Tuesday, September 11, 2018

Hurricanes and Economic Data

by Bill McBride on 9/11/2018 04:25:00 PM

For everyone in North and South Carolina - stay safe!

Frequently there is a temporary slowdown in several major growth indicators following a large natural disaster.  And usually there is a pretty rapid bounce back following the disaster.

It seems likely Hurricane Florence will negatively impact Q3 GDP, September employment and housing.

On employment: This week is the BLS reference week (includes the 12th). Hurricane Irma made landfall during the BLS reference week last year, and the BLS noted:

Hurricane Irma made landfall in Florida on September 10--during the reference period for both the establishment and household surveys--causing severe damage in Florida and other parts of the Southeast. Hurricane Harvey made landfall in Texas on August 25--prior to the September reference periods--resulting in severe damage in Texas and other areas of the Gulf Coast.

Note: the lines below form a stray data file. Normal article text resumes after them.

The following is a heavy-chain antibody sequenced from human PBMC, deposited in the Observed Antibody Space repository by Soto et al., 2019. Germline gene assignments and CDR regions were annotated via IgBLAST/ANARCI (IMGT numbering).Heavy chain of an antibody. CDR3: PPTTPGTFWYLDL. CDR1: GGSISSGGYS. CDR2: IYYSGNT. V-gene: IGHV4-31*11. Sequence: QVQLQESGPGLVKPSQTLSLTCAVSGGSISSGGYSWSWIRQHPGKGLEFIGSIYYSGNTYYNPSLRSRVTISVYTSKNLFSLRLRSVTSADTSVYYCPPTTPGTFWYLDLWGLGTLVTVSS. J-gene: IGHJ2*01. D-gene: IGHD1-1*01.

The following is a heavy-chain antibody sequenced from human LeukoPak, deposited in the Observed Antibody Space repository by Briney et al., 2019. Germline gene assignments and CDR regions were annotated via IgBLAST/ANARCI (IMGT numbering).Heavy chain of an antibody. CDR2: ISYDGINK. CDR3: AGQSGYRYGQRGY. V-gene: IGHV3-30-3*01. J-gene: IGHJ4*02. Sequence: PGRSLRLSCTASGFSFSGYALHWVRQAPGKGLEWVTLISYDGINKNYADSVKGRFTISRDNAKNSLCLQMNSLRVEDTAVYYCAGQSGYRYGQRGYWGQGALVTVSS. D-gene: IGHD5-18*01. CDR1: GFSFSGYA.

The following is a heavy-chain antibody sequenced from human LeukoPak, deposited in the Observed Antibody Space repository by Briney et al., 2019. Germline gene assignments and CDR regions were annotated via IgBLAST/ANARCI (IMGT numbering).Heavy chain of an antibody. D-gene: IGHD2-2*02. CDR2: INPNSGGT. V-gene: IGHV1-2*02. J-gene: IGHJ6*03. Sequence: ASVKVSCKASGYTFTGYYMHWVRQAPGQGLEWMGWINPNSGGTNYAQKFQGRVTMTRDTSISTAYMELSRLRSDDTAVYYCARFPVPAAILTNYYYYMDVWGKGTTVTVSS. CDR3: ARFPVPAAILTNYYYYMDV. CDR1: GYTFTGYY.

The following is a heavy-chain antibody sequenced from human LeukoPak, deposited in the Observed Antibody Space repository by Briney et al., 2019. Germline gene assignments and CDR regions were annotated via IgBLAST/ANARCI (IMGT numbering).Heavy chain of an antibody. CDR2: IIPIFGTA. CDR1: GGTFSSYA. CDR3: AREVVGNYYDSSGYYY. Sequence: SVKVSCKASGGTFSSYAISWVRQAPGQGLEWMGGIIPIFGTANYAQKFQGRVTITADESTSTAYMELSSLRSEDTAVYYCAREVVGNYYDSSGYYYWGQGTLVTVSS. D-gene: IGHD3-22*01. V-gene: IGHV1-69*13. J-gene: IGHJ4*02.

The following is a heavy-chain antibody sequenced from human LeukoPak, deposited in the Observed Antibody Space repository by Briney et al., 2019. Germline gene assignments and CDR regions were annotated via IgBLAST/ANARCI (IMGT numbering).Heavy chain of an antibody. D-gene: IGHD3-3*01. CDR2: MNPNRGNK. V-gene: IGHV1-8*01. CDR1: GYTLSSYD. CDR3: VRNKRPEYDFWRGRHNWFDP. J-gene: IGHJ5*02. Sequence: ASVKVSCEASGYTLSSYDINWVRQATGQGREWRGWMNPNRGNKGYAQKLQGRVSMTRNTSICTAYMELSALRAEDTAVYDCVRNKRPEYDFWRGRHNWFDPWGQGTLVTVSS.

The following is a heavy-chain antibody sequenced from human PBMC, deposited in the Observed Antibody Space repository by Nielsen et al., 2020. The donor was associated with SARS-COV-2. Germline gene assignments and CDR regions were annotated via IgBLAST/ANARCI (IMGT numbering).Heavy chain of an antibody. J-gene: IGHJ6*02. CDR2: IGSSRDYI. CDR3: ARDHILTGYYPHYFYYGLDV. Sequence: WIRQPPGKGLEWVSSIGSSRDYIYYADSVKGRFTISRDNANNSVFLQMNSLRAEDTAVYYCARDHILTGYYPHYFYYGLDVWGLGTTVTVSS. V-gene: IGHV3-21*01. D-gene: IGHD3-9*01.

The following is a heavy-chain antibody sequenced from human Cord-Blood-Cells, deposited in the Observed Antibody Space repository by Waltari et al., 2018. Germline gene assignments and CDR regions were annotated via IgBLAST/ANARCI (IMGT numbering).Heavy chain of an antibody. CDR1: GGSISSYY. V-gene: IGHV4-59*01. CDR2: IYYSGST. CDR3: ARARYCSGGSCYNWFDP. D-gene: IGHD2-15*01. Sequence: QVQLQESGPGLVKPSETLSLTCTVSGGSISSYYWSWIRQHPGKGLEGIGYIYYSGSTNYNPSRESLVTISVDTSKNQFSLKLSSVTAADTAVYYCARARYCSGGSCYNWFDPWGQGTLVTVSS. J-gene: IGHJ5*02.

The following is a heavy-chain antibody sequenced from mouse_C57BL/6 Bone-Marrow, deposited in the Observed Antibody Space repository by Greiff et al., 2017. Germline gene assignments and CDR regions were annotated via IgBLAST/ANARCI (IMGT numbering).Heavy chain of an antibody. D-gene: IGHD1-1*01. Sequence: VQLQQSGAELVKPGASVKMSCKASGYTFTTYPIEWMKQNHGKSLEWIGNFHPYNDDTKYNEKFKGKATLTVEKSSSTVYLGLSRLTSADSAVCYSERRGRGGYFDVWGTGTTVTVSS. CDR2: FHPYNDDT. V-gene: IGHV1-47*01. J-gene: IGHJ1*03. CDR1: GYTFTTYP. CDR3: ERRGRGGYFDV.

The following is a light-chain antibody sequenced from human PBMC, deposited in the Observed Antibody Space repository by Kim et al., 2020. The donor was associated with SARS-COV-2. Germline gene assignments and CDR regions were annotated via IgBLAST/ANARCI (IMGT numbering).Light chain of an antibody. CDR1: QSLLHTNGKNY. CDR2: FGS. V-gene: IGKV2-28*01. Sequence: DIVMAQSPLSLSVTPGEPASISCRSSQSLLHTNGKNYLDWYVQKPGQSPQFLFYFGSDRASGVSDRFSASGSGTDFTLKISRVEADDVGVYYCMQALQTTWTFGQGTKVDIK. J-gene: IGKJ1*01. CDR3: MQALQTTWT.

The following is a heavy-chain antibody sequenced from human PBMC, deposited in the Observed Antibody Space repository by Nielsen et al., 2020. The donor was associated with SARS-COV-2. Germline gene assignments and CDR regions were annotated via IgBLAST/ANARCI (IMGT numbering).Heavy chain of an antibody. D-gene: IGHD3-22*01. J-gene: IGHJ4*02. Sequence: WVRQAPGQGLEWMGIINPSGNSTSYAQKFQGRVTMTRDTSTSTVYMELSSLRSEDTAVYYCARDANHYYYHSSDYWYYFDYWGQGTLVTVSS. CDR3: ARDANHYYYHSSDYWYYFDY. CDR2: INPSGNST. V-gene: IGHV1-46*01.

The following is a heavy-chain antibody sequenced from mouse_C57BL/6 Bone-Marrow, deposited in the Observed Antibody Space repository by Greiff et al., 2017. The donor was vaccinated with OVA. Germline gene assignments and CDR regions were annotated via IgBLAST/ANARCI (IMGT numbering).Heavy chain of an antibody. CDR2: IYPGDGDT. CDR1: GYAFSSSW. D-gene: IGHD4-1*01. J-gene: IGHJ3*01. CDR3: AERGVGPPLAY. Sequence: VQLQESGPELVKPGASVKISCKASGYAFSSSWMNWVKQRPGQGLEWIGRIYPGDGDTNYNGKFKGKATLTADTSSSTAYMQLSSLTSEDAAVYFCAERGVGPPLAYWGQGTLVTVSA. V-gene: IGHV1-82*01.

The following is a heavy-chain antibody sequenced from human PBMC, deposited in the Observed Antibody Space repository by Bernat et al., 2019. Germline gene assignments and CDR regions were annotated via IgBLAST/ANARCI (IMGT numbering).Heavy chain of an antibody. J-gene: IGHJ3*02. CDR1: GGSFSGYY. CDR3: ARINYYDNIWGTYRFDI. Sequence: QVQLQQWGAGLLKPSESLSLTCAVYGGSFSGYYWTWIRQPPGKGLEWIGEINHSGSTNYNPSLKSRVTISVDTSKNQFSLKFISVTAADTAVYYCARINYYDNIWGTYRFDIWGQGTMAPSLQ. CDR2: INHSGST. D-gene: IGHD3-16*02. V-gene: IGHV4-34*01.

Our analysis suggests that the net effect of these hurricanes was to reduce the estimate of total nonfarm payroll employment for September. There was no discernible effect on the national unemployment rate.
Initially the BLS reported 33,000 jobs lost in September 2017, however this was eventually revised up to a gain of 14,000 jobs - keeping the job streak alive.

Something similar might happen this year, with employment being depressed in September - then eventually being revised up, with a bounce back in October.

The first economic indicator to be impacted by the hurricane will probably be weekly unemployment claims.  Last year, weekly claims jumped from 238,000 to 293,000 following hurricane Harvey.    The size of the jump in claims for next week will give an idea of the impact on employment.

Another early indicator is usually car sales, with car sales falling to 16.45 million SAAR last August (the weakest month of 2017).   Since so many cars were damaged from the flooding in Texas last year, sales bounced back sharply.

Stay safe.   And expect any impacted indicator to rebound fairly quickly.